Epidemics don’t press pause on car accidents, cancers or childbirth. Surgery and anaesthesia are constant and critical healthcare needs, in good times and in bad.
But the bad times decimate the health systems that are fundamental to safe surgical care, making it even harder for low-resource setting countries to deliver the services their populations need.
As the first country affected by the Ebola virus in 2014, the Republic of Guinea’s weakened public health infrastructure is still recovering from the devastating impact of this epidemic.
But so is the determination to rebuild.
Lifebox was honoured to play a part in an ambitious collaboration between the Guinean Ministries of Health, Education and Civil Service and the Belgian Technical Cooperation (CTB). ‘Assistance Technique Au Project d’Appui a la Sante en Republique de Guinea’ was framed with an eye on post-Ebola recovery, without forgetting the challenges of ongoing healthcare needs in Guinea.
Funded by the European Union, the broad goal was to support the government in reaching its targets for Millennium Development Goals 4 and 5, but we were interested in a particular component: an anaesthesia workshop aimed at rebuilding and restarting anaesthesia activity in the country through distribution of pulse oximeters and training.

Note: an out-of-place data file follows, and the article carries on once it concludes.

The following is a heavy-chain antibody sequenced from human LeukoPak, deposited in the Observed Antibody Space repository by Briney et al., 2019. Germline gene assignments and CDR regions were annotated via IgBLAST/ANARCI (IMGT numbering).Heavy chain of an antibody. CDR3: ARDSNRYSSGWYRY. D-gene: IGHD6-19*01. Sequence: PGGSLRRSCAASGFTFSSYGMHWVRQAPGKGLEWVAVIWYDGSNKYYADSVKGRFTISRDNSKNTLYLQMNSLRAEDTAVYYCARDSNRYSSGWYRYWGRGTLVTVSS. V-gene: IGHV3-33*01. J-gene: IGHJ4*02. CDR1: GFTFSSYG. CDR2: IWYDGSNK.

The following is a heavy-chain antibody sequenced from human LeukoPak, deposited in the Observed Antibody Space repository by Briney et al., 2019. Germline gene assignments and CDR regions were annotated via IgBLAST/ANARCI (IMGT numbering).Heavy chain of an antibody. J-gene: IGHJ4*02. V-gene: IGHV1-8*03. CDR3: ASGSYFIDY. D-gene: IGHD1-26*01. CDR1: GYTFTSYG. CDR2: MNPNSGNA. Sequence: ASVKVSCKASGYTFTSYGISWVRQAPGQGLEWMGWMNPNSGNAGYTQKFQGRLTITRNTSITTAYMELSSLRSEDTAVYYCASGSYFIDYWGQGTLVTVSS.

“While a machine alone will never save a life, the person who understands how to interpret the results will,” said Professor Phillppe Baele, an anaesthetist from Belgium and a longstanding supporter of safer anaesthesia in West Africa.
The first phase of the project was a four day education workshop in Conakry. Sixty-six participants travelled from Kankan, Nzérékoré, Labe, Mamou, Kindia and Coya, to receive training in vital skills to deliver safer anaesthesia.
The workshop was led by a dedicated local faculty. Many had given their lives to building up anaesthesia services in Guinea in the years before Ebola, and are resolved to continue. They were joined by colleagues and champions from neighbouring countries – Dr Ki, from Burkina Faso, Dr Zoumenou, from Benin, and Prof Baele from Belgium.
Lifebox first visited in 2013 with Mercy Ships, delivering training and equipment alongside the anaesthesia community in Conakry. Lifebox Programme Manager, Remy Turc explained what it means to continue to build on this work.
“We have a long history of working with colleagues in Francophone Africa for safer surgery and anaesthesia, and we’re proud to continue investing in anaesthesia providers across Guinea through this landmark project.”
If you’d like to support our ongoing efforts you can make a donation here.